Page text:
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Image by Mika Baumeister

LGBTQI+ People and the Climate Emergency

Duration: 1 hour

Delivery: In person or online

"Incredibly interesting and thought provoking. Many "why haven't I heard about this before?" or "why haven't I thought about this before?" moments" (Attendee)

Course or talk biography

What is this about?

Little has been researched about how the climate emergency is impacting the lives of sexual and gender minorities (see LGBTQI+). What we do know from scattered evidence, is that LGBTQI+ people face discrimination or exclusion from disaster shelters in times of Extreme Weather Events (EWE’s) (FOE, 2020) and are more likely to be at risk of being homeless as the climate alters (Albert Kennedy Trust, 2021). In places such as Uganda, LGBQI+ people are more likely to live in deep levels of poverty, meaning they will lack the capacity to move as the globe warms (Dalton, Weatherston and Butler, 2020). In Jamaica, homeless young LGBTQI+ people have been documented living in underground drains, which risks flooding and death during freak storms (ReportOUT, 2021). Yet despite this, the climate emergency and its impacts on sexual and gender minorities, is still an overlooked and under-researched area.

To tackle the growing climate emergency, the United Nations have set out ambitious targets in their Agenda 2030 Sustainable Development Goals (SDGs), with Goal 13 being ‘Climate Action.’ This promises specific targets, to “integrate climate change measures into national policies, strategies and planning” (Target 13.2). This is problematic, as there are still 67 countries where same sex intimacy is criminalised (ReportOUT, 2023) and in some nation states, sexual and gender minorities are either invisible and isolated from power regimes, or actively persecuted by the state.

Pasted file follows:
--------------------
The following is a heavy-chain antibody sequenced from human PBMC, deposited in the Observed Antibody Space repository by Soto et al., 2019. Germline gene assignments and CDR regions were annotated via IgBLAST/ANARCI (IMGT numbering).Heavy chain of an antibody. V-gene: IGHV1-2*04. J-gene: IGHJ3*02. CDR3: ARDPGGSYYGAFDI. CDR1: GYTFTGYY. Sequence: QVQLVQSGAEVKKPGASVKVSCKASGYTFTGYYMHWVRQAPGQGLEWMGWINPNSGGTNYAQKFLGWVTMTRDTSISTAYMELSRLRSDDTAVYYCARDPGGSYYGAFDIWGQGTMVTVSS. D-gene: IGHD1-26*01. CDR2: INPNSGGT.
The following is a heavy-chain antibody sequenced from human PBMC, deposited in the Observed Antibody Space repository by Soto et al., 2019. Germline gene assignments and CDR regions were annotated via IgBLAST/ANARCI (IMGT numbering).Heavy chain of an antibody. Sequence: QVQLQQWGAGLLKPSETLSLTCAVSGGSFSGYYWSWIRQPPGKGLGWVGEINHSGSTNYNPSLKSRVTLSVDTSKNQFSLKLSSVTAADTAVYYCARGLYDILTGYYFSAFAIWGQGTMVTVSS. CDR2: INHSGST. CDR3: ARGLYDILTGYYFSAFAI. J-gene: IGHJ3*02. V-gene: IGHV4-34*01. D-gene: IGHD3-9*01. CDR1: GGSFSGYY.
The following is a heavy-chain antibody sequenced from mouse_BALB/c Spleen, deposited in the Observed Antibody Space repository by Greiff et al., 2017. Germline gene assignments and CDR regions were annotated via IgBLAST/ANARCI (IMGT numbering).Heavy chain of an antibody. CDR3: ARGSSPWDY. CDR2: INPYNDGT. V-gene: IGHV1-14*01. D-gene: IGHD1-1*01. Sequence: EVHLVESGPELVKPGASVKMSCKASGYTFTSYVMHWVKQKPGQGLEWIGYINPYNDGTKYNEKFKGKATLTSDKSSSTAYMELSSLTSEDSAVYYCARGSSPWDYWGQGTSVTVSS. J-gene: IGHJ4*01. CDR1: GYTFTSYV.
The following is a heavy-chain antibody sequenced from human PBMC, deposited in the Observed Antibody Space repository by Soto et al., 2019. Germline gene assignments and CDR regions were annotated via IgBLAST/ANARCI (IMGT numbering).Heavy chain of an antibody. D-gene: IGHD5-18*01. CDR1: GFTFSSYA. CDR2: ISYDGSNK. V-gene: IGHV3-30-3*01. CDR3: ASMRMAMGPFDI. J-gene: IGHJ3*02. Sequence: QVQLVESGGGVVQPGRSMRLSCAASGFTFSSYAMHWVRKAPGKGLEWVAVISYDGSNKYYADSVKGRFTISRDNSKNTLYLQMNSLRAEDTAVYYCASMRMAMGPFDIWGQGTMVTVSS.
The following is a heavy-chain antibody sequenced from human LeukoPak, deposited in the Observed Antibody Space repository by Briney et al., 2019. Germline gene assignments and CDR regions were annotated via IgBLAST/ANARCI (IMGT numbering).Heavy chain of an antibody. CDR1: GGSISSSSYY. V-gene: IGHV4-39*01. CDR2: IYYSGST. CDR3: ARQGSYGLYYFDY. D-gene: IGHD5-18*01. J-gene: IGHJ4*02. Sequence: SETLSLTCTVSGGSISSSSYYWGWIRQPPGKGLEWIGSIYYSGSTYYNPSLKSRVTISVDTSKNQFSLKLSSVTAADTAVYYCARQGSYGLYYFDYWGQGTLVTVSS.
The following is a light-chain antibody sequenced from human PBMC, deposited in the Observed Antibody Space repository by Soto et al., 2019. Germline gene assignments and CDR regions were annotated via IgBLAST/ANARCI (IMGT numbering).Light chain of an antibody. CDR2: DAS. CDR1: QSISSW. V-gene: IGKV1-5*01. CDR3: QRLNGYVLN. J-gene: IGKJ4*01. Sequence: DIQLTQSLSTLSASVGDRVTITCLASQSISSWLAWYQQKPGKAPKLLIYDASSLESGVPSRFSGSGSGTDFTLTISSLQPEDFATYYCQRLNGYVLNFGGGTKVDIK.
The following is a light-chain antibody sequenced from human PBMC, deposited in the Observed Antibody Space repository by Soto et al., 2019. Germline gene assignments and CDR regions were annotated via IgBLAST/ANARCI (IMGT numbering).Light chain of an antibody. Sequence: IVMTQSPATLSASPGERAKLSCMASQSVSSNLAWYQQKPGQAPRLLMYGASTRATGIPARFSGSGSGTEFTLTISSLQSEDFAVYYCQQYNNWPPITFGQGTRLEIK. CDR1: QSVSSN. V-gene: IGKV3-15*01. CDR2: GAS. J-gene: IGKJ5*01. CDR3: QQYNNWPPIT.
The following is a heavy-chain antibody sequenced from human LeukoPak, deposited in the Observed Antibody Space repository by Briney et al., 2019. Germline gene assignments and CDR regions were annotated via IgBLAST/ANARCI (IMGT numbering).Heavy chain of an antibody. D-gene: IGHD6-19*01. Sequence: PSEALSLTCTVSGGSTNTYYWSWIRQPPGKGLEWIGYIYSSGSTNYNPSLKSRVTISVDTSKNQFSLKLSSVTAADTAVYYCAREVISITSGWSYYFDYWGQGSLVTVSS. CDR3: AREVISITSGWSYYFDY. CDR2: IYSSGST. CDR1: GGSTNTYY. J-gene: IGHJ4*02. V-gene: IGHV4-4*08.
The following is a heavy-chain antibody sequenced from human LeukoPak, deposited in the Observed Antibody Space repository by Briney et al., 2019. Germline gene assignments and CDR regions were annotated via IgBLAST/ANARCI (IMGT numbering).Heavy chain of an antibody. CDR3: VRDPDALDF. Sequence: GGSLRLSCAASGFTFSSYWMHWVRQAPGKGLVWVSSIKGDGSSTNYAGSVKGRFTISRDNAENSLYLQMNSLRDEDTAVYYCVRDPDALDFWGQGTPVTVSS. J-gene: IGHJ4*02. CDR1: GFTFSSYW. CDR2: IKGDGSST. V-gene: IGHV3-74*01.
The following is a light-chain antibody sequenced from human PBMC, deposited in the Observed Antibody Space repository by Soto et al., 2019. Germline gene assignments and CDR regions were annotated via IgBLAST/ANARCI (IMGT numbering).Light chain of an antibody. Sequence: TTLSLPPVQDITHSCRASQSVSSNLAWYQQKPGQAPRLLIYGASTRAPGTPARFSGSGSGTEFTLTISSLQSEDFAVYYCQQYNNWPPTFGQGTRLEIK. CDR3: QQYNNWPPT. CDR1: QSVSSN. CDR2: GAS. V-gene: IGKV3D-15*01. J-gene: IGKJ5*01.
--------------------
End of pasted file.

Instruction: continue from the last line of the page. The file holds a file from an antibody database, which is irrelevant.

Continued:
This talk will examine how the climate emergency is affecting sexual and gender minorities in different nation states across the globe, and how it is intimately tied to their human rights. It will also highlight the ‘duel burden’ faced by LGBTQI+ people whereby they face heteronormative power structures, state homophobia, and isolation from climate emergency initiatives and planning. It will then conclude with key recommendations of how to include sexual and gender minorities in climate emergency planning, to truly fulfil the Agenda 2030 mission statement to ‘leave no-one behind.’

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